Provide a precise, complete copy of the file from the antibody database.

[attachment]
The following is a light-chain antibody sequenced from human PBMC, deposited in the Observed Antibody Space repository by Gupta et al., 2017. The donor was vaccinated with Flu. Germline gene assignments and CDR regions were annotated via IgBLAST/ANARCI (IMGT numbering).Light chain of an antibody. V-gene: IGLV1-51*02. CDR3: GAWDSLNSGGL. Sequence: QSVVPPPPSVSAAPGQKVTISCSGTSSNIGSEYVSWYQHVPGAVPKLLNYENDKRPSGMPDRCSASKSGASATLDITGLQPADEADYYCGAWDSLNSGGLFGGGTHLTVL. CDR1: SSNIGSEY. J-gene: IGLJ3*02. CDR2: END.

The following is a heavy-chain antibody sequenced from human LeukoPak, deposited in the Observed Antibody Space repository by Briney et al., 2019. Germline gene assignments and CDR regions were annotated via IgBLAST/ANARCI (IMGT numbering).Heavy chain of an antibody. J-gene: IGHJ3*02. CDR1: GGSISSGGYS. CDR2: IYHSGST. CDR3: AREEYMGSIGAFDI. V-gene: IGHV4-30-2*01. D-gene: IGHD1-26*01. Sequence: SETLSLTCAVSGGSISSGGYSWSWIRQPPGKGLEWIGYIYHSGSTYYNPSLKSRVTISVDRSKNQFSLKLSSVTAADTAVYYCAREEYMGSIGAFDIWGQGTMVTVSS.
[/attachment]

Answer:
The following is a light-chain antibody sequenced from human PBMC, deposited in the Observed Antibody Space repository by Gupta et al., 2017. The donor was vaccinated with Flu. Germline gene assignments and CDR regions were annotated via IgBLAST/ANARCI (IMGT numbering).Light chain of an antibody. V-gene: IGLV1-51*02. CDR3: GAWDSLNSGGL. Sequence: QSVVPPPPSVSAAPGQKVTISCSGTSSNIGSEYVSWYQHVPGAVPKLLNYENDKRPSGMPDRCSASKSGASATLDITGLQPADEADYYCGAWDSLNSGGLFGGGTHLTVL. CDR1: SSNIGSEY. J-gene: IGLJ3*02. CDR2: END.

The following is a heavy-chain antibody sequenced from human LeukoPak, deposited in the Observed Antibody Space repository by Briney et al., 2019. Germline gene assignments and CDR regions were annotated via IgBLAST/ANARCI (IMGT numbering).Heavy chain of an antibody. J-gene: IGHJ3*02. CDR1: GGSISSGGYS. CDR2: IYHSGST. CDR3: AREEYMGSIGAFDI. V-gene: IGHV4-30-2*01. D-gene: IGHD1-26*01. Sequence: SETLSLTCAVSGGSISSGGYSWSWIRQPPGKGLEWIGYIYHSGSTYYNPSLKSRVTISVDRSKNQFSLKLSSVTAADTAVYYCAREEYMGSIGAFDIWGQGTMVTVSS.